We Should Talk More About The Country

Nasmith
We walk roads that seem endless but we know they’ll be tapering off like a candle with a thread all out of wax. And if you’re on a trail of tears, the finish line might seem like a release. But if this little jaunt has been a party, the fact that it gives way to long strings of funerals sometimes makes everything seem like a pretty expensive waste. I wish we would talk more about the country we’re coming home to – in friend groups speculating about the future and in worship and at work and with the scores of somebodies on the street.

I tried to express this some months ago in a little poem. This week, that poem won a quite special prize over Utmost Christian Writers, and so I thought I would share it with all of you.

Have a glad week, all you born-abroad ambassadors of the Kingdom of Heaven!

WE SHOULD TALK MORE ABOUT THE COUNTRY

I.
The summer had besieged us like armies, like slow wildfire, like cruelty
and when the high sea broke open and bled white water it was high time.
We did not see it like that: with eyes greedy for justice and gaping.
We were growing older, expected less and less, and celebrated everything:
the crinkled white leaves in the wet hearts of beans, bellicose mosquitoes,
gnats like stardust in the fire-wind, charred asparagus needles,
thin tea, and the yellow teeth under the tongues of purple snapdragons.
We were old enough to be thoroughly happy about the pond hosting
black-winged whistler ducks with beaks like bursts of flame, the garden
making a home for rugged white parsnips and the green pebbles of peas;
to relish donuts like spun sugar, trees shedding water like tears,
nightbirds in the moonful sky, and the steady drip of rain through our dreams.

II.
After a time, even drought-break and jubilation begin to taste of sadness.
When we stand in the pool of our contentment, wearing each other’s presence
like a coat of many smiles, we will never stand here again, never with the
water hurtling off of the shingles, and the ants chewing our naked toes,
never with the baby tangling his pink fingers in our hair and our mouths
glad with songs, and our hearts full like hosed cells of celery.

III.
We should talk more of the country we are coming home to, and less
of the land we are living in like unhomed swallows on the waves of the sky,
like beached sailboats straining at the bar, their wings clapping the salty air.
Talk of the houses that are waiting behind yellow curtains to be filled
with laughing and the lilting piano, and puddled crushed citrus spiking the rooms.
Swaying in our rocking-chairs and wrapped in our respective twilights,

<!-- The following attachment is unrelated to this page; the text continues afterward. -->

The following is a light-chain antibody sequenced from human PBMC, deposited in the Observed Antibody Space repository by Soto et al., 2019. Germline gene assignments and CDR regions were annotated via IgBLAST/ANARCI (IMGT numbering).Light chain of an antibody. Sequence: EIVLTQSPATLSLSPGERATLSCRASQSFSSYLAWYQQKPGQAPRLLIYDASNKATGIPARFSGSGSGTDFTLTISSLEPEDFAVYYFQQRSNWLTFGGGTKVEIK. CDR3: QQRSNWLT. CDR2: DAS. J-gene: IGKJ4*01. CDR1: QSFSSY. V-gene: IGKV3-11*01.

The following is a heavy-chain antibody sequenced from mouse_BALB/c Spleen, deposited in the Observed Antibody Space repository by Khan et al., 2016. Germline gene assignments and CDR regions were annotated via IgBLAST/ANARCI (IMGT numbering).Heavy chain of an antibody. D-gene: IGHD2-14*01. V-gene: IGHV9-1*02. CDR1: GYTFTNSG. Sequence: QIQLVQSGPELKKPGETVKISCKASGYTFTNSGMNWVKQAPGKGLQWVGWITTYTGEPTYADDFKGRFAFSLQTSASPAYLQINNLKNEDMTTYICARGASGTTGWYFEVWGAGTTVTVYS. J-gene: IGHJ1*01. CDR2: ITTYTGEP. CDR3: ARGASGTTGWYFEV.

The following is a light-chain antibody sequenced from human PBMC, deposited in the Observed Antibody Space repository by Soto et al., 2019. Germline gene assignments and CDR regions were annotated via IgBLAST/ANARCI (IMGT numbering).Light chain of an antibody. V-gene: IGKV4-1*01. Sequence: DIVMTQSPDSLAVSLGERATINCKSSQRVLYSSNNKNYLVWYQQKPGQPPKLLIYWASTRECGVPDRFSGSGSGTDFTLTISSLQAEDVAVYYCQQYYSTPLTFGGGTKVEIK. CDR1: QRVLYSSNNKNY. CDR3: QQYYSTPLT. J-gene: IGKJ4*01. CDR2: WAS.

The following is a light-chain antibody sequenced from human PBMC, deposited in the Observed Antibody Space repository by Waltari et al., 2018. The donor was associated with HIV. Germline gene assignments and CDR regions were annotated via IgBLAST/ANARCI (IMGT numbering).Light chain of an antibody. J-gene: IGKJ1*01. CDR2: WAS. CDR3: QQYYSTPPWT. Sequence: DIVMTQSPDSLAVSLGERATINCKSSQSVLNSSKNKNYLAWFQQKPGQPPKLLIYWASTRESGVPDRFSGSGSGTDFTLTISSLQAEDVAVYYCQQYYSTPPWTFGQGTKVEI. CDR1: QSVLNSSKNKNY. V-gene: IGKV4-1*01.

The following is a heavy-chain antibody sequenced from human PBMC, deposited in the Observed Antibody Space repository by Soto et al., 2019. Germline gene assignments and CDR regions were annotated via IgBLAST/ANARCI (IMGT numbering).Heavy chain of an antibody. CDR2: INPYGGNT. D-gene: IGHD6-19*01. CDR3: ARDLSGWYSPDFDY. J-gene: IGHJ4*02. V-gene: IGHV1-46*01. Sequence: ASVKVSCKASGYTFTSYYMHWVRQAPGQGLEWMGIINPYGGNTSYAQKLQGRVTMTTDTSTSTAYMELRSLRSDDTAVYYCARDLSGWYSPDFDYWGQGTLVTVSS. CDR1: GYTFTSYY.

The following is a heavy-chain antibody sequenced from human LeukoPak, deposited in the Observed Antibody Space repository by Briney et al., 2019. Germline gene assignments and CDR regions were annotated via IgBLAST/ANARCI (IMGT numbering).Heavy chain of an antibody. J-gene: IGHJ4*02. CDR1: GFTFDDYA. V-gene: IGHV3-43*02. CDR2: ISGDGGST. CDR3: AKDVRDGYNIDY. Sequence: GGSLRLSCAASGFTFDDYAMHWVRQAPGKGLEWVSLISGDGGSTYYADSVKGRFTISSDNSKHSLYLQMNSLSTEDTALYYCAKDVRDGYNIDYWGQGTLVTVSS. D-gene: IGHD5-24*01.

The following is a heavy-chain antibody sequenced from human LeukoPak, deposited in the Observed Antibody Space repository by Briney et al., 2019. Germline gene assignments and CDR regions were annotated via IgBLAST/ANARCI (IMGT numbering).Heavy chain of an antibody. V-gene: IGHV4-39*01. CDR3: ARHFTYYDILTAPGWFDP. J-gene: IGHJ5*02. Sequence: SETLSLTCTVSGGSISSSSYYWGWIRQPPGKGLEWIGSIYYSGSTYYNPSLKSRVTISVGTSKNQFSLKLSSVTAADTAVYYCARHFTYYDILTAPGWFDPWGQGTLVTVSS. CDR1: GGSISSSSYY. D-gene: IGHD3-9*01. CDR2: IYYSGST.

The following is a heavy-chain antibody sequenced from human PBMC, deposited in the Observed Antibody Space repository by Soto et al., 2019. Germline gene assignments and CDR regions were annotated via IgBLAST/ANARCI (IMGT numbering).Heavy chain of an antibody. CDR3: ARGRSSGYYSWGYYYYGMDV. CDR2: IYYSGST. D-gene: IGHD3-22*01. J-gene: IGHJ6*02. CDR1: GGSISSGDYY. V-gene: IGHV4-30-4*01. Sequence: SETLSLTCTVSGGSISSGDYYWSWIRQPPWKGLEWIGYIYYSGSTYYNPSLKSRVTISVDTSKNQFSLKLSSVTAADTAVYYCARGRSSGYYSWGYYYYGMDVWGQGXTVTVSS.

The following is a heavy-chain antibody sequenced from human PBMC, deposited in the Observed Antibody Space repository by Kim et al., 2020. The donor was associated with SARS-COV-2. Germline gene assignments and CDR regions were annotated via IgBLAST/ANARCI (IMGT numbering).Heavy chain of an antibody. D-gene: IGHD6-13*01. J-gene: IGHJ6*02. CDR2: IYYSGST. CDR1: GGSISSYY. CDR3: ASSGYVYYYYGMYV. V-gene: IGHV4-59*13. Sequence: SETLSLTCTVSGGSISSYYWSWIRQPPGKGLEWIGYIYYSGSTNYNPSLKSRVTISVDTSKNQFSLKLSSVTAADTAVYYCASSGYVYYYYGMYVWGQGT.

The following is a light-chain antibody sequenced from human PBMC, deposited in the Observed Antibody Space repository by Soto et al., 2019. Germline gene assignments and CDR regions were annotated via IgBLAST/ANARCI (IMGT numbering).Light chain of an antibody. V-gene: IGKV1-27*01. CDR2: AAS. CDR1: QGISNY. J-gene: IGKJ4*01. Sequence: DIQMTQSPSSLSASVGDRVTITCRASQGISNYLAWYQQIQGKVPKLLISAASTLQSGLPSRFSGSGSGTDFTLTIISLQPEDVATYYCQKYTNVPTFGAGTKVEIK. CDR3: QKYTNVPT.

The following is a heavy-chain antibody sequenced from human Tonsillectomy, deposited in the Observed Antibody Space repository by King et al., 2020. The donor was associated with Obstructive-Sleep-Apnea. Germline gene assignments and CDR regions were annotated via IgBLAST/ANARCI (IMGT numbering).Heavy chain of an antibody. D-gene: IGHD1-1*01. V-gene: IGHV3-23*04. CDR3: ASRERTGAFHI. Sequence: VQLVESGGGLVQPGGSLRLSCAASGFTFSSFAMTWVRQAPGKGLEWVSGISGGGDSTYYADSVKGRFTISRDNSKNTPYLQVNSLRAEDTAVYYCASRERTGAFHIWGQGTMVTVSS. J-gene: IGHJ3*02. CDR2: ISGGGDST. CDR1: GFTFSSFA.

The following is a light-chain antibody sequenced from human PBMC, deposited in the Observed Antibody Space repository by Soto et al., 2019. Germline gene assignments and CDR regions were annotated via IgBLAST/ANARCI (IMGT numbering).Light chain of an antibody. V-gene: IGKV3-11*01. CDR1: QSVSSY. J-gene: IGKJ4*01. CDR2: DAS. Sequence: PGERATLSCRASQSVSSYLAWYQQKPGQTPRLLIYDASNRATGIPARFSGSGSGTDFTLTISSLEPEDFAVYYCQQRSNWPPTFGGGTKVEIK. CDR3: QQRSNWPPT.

we should not speak of our histories as though we stood before the banquet
of delights and were too easy on our dinnerware. We should not speak
of what has been and will never be again. We should talk about what has
never been, though we have been waiting for it all our lives. Talk of the gold
city that shall break on our sight like rain on brittle grass, when we shall go
up from the house of slavery and swing over the threshold of the promised land.

12 thoughts on “We Should Talk More About The Country

  1. Hi, Bryanajoy,

    I just stumbled across your mom’s blog while looking for historical folk music, and hence was led to you and your sisters’ sites as well. You all seem very much like authors after my own heart! I am a great fan of historical folk music, classic literature, Loreena McKennitt, LotR, etc. etc.! I really love this poem — it expresses many of my own thoughts on yearning for heaven.

    I help co-edit a magazine aimed mostly at homeschoolers and homeschool graduates called “The Fellowship of The King” (yes, a Tolkien reference!): http://www.thefellowshipoftheking.wordpress.com

    If you would be interested, we would be honored if you would allow us to publish your above poem, “We Should Talk More About the Country”, as our special guest author. You can respond here, or feel free to email me: campionsbrag@aol.com

    God bless,
    Rosaria Marie

    1. Hi Rosa,

      I apologize profusely for the delay in getting back with you! I just returned from a three-week backpacking trip in Europe and I had sent you an email the night before, but when I got home, I found out it bounced. :/

      If you’re still wondering about featuring the poem, please feel free! I would just ask that you provide a link to http://www.bryanajohnson.com and one to the listing on Utmost Christian Writers (http://www.utmostchristianwriters.com/gallery/gallery517.php)

      Thanks so much and blessings to you and yours!

      All the best,

      Bryana Johnson

  2. Bryanajoy – I am blown away by the beauty of this poem. I love to talk about the country and your evocation is just perfect! Please may I reblog? Congrats on the prize – well deserved 🙂

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